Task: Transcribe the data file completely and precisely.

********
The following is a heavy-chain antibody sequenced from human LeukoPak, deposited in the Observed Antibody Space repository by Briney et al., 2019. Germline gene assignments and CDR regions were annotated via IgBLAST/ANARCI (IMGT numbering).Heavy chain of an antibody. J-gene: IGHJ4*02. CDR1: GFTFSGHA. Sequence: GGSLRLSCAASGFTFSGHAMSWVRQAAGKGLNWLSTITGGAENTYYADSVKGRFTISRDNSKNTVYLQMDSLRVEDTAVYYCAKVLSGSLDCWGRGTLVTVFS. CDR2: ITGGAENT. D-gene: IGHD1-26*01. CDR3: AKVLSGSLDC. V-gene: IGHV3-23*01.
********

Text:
The following is a heavy-chain antibody sequenced from human LeukoPak, deposited in the Observed Antibody Space repository by Briney et al., 2019. Germline gene assignments and CDR regions were annotated via IgBLAST/ANARCI (IMGT numbering).Heavy chain of an antibody. J-gene: IGHJ4*02. CDR1: GFTFSGHA. Sequence: GGSLRLSCAASGFTFSGHAMSWVRQAAGKGLNWLSTITGGAENTYYADSVKGRFTISRDNSKNTVYLQMDSLRVEDTAVYYCAKVLSGSLDCWGRGTLVTVFS. CDR2: ITGGAENT. D-gene: IGHD1-26*01. CDR3: AKVLSGSLDC. V-gene: IGHV3-23*01.